David Johnson, RB, Cardinals
Johnson was on the waiver wire radar last week after Andre Ellington suffered a knee sprain that is expected to have him out for at least another week or two. Chris Johnson got the start, and the lion’s share of the carries, against the Bears in Week 2, but David Johnson was the Arizona back who actually did some damage. He returned the opening kickoff for a touchdown, and found the end zone again on a 13-yard run in the third quarter. David Johnson got just five carries, but he ran for 42 yards and a score. Chris Johnson, meanwhile, picked up just 72 yards on his 20 carries. Expect to see more of the former in the gameplan in Week 3. When Ellington returns, it’ll be the rookie out of Northern Iowa who holds onto a significant role in the Arizona offense. He has too much upside to take backseat to Chris Johnson, or Ellington, for that matter, all season.
James Starks, RB, Packers
Eddie Lacy left last Sunday night’s game against the Seahawks with an ankle injury, though it sounds like he avoided any serious damage. Initial X-rays came back negative, and an MRI taken on Monday revealed just a minor sprain. There’s even a chance that Lacy plays against the Chiefs on Monday night. That, however, feels like a long shot and that’s where Starks enters the equation. He’s a known commodity who can ride the reliable volume of the Green Bay offense to RB2 value while Lacy is on the shelf. The Packers didn’t alter their gameplan at all after Lacy’s injury, feeding Starks 20 carries and four targets. He totaled 106 yards from scrimmage, including 95 on the ground. On top of that, Starks isn’t going to have to deal with much competition while he’s atop the depth chart. John Kuhn may steal a touchdown if the Packers get the ball down on the goal line, but it will otherwise be the Starks show.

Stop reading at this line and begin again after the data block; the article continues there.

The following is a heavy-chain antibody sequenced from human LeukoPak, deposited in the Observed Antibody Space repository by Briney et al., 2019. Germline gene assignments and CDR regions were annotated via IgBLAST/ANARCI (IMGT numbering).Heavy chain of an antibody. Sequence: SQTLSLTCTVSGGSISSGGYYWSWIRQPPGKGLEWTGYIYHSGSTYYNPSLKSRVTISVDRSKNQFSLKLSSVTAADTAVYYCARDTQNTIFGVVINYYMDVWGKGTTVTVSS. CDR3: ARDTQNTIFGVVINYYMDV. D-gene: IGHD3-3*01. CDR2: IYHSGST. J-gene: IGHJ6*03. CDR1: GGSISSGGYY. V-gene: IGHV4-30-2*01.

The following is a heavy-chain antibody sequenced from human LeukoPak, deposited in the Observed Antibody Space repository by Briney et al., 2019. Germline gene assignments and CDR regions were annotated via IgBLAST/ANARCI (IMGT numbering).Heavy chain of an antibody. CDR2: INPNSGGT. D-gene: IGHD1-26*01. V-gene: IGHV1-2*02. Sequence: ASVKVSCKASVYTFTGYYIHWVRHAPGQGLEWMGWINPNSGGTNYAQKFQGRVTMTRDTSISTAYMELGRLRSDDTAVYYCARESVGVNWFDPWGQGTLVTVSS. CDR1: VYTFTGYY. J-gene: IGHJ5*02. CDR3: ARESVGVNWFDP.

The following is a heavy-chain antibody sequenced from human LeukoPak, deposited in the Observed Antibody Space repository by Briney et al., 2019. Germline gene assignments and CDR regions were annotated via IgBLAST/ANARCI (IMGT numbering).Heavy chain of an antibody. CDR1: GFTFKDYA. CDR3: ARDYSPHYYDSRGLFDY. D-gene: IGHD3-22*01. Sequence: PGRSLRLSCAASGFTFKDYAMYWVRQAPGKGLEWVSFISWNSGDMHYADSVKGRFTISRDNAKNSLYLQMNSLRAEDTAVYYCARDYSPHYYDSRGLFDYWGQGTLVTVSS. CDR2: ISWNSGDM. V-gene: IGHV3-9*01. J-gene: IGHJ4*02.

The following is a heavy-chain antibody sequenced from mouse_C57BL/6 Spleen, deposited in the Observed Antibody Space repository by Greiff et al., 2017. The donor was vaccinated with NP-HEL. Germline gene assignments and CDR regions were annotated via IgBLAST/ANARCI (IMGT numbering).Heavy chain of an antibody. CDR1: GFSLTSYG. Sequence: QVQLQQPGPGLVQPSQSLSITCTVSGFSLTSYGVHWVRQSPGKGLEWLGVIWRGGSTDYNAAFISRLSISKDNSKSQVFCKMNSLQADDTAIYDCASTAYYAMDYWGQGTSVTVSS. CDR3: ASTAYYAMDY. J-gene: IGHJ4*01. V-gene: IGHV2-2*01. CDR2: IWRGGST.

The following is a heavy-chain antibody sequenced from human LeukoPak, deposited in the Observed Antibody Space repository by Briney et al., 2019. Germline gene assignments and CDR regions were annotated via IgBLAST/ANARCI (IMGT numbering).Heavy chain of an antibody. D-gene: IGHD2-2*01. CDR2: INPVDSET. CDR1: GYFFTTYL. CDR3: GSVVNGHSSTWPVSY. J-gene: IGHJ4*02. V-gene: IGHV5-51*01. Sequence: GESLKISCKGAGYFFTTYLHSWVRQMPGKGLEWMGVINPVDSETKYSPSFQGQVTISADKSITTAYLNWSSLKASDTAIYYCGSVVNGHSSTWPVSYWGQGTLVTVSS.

Devonta Freeman, RB, Falcons
This is for all you shallow-league players who can feasibly grab a player of Freeman’s caliber off the waiver wire. Tevin Coleman will be out a few weeks after fracturing multiple ribs in the Falcons win over the Giants on Sunday. That means the team will turn to Freeman, who shouldn’t have much, if any, competition while Coleman is out. Freeman hasn’t been much of a threat this season, running for just 43 yards on 22 carries, but opportunity and volume will be his best friend for the next few weeks. Coleman has rushed 29 times for 112 yards and a score, and those are carries that will mostly go to Freeman for the time being. The second-year player out of Florida State has been good as a receiver, catching seven passes for 63 yards, so there’s a chance he could be a three-down back while Coleman is on the mend. The Falcons next two games are against Houston and Washington, both of which could be tough tests for Freeman, but he’ll get the Saints in Week 5. Even with those challenging defenses on the schedule in the near term, Freeman’s role in a very good offense makes him an easy player to add in leagues where he’s available.